NRC and CAB

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The National Register of Citizens (NRC) and Citizenship Amendment Bill (CAB) has generated an intense unease across the country, more so across Northeast where people in seven states are up in arms against the new law. According to the NRC everybody in the country will be asked to prove his citizenship by producing papers to the effect and according to new citizenship law only illegally staying Muslims or those of the community who can’t produce a proper document will be asked to leave the country or put in government established  detention centres.

The law which was passed by the parliament and Rajya Sabha has generated a political furore in the country with the opposition terming it unconstitutional. In fact, five states along with the North east states have decided not to implement it. North East is on boil forcing the Prime Minister Narendra Modi and the home minister Amit Shah to offer some assurance to people about the protection of their identity.  In fact, the home minister has even offered to tweak the law to address the concerns of North-East.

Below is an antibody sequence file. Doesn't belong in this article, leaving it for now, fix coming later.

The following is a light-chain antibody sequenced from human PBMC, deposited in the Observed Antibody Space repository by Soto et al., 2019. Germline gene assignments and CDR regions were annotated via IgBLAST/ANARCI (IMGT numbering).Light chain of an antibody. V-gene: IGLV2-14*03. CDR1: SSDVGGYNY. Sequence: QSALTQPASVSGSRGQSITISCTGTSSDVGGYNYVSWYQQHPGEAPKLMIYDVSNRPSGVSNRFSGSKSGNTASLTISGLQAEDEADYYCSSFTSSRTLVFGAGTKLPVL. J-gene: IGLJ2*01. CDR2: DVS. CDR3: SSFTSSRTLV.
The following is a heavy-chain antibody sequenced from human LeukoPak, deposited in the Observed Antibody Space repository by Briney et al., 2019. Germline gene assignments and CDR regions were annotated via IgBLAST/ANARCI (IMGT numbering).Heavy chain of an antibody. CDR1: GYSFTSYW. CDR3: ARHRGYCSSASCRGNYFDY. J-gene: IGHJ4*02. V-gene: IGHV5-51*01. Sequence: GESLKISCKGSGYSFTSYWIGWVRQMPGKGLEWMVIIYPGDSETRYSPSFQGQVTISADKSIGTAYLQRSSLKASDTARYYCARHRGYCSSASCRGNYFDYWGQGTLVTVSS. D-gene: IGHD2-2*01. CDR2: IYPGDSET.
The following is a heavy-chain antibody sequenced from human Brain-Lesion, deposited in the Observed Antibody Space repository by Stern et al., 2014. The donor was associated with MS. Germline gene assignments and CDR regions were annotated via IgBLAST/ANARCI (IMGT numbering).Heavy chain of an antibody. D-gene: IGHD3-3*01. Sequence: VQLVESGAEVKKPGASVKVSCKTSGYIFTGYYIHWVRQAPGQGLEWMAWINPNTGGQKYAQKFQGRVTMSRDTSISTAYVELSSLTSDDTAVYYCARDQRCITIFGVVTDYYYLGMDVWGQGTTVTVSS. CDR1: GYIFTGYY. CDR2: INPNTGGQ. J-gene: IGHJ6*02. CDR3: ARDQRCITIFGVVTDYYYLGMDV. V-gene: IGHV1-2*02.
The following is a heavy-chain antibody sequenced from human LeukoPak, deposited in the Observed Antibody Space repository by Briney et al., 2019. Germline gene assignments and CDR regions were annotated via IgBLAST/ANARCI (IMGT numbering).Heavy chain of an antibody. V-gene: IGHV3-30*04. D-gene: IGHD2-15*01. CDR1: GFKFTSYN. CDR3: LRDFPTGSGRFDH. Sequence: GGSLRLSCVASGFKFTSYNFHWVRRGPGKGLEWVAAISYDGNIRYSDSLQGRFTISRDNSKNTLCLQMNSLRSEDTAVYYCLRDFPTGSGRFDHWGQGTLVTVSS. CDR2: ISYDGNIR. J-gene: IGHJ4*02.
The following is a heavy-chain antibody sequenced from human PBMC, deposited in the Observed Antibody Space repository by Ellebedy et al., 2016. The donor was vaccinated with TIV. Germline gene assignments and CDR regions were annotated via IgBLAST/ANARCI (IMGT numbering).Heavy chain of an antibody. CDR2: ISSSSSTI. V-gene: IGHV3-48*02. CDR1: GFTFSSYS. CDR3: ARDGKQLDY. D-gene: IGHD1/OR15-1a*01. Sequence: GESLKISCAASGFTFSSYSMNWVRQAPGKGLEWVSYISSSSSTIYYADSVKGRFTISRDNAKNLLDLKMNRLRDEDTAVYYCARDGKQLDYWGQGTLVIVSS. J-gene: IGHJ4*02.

In fact, not only in Assam, even in the rest of the country the fraught exercise slots snugly into the BJP’s pan-India Hindutva agenda. It also plays to the prevailing polarizing climate in the country where Muslims are seen as outsiders and hence unwelcome. The move has thus also caused deep anxiety in Kashmir where currently the fear of a large-scale demographic change following revocation of Article 370 has already generated a deep sense of siege.

This approach towards nation-building is a fraught exercise. When the state itself acts discriminatively against its own people, it threatens to tear apart the social fabric and puts peace in peril. Also, lending a dangerous dimension to the exercise is the fact that the Hindu migrants, refugees or illegal citizens are being welcomed and considered eligible for citizenship while Muslims are seen as infiltrators. What is more, the onus of establishing citizenship rests with the people unlike the international conventions where it is the state that has to prove it. But in a country like India, millions of people are poor and uneducated and lack an understanding of acquiring papers. And in a politically motivated exercise like this, people like them will lose their citizenship.

Already, it is difficult to imagine what will happen to Assam’s excluded two million citizens. Bangladesh where they are supposed to belong has refused to take them back. This renders the two million people as nowhere citizens. They have been deprived of the right to own property in what until a year or two earlier was their homeland. This has created an egregious humanitarian problem. And the government needs to act with great care and sensitivity to address it.

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